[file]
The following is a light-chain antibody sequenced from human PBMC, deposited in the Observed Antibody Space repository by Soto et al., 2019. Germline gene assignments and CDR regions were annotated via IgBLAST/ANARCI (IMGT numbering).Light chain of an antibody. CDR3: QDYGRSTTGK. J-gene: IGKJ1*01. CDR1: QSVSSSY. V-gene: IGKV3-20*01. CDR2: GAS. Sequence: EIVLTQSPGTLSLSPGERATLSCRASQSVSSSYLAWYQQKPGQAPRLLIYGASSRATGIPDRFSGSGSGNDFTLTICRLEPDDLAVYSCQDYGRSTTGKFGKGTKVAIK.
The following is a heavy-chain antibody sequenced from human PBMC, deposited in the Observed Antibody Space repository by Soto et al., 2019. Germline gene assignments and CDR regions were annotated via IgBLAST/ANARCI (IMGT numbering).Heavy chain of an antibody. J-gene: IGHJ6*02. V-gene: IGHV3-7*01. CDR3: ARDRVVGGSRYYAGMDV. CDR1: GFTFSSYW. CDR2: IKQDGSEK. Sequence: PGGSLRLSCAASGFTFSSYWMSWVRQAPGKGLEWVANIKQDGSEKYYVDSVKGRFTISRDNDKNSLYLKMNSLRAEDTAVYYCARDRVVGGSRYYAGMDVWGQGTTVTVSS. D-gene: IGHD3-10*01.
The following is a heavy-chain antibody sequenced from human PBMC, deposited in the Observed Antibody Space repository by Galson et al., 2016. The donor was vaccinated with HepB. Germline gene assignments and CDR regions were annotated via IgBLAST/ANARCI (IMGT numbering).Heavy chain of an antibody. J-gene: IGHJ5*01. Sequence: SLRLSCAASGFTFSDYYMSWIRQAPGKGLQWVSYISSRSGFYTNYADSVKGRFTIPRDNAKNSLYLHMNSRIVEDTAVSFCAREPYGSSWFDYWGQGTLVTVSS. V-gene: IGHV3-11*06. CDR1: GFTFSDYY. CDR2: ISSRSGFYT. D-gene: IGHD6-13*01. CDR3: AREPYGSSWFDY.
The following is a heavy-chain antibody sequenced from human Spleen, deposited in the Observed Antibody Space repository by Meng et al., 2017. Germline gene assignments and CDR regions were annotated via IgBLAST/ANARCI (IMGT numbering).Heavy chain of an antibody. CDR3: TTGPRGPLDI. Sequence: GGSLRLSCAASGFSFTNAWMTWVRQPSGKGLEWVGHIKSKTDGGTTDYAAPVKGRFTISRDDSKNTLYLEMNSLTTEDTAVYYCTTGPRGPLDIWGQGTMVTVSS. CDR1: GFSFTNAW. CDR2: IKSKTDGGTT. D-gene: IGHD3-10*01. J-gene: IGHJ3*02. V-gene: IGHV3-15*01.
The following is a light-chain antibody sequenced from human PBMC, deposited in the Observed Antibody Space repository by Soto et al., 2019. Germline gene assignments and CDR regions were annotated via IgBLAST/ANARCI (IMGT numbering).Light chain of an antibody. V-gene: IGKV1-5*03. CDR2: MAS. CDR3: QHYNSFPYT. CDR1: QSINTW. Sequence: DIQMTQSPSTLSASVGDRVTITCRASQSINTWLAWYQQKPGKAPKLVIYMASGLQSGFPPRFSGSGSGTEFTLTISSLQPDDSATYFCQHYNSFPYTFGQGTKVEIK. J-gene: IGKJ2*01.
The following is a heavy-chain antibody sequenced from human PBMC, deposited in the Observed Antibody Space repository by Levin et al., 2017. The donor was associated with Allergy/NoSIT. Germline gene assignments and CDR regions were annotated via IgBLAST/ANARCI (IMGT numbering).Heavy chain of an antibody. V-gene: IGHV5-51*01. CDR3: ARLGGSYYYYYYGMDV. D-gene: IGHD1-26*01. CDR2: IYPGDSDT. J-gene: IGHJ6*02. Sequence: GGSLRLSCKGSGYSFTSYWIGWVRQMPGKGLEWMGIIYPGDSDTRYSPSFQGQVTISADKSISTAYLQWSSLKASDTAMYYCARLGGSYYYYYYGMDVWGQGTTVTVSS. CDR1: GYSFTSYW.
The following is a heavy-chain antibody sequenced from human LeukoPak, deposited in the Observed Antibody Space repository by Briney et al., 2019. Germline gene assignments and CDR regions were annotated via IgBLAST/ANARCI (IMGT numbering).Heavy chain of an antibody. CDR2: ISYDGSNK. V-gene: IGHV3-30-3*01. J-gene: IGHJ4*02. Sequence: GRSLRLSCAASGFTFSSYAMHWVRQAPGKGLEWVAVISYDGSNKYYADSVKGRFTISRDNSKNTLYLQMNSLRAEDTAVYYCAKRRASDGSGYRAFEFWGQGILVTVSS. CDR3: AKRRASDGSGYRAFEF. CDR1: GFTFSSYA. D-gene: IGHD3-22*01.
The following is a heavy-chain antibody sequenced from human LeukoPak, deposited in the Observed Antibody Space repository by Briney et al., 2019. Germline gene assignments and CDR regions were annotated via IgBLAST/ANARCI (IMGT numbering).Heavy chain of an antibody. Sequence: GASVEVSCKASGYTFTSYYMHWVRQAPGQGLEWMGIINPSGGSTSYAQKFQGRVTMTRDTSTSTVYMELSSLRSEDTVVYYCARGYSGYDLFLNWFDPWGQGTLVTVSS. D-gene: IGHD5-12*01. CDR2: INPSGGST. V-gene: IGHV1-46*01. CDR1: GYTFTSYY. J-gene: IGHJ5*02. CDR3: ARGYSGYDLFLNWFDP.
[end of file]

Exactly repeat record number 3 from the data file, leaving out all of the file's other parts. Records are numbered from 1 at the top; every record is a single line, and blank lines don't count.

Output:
The following is a heavy-chain antibody sequenced from human PBMC, deposited in the Observed Antibody Space repository by Galson et al., 2016. The donor was vaccinated with HepB. Germline gene assignments and CDR regions were annotated via IgBLAST/ANARCI (IMGT numbering).Heavy chain of an antibody. J-gene: IGHJ5*01. Sequence: SLRLSCAASGFTFSDYYMSWIRQAPGKGLQWVSYISSRSGFYTNYADSVKGRFTIPRDNAKNSLYLHMNSRIVEDTAVSFCAREPYGSSWFDYWGQGTLVTVSS. V-gene: IGHV3-11*06. CDR1: GFTFSDYY. CDR2: ISSRSGFYT. D-gene: IGHD6-13*01. CDR3: AREPYGSSWFDY.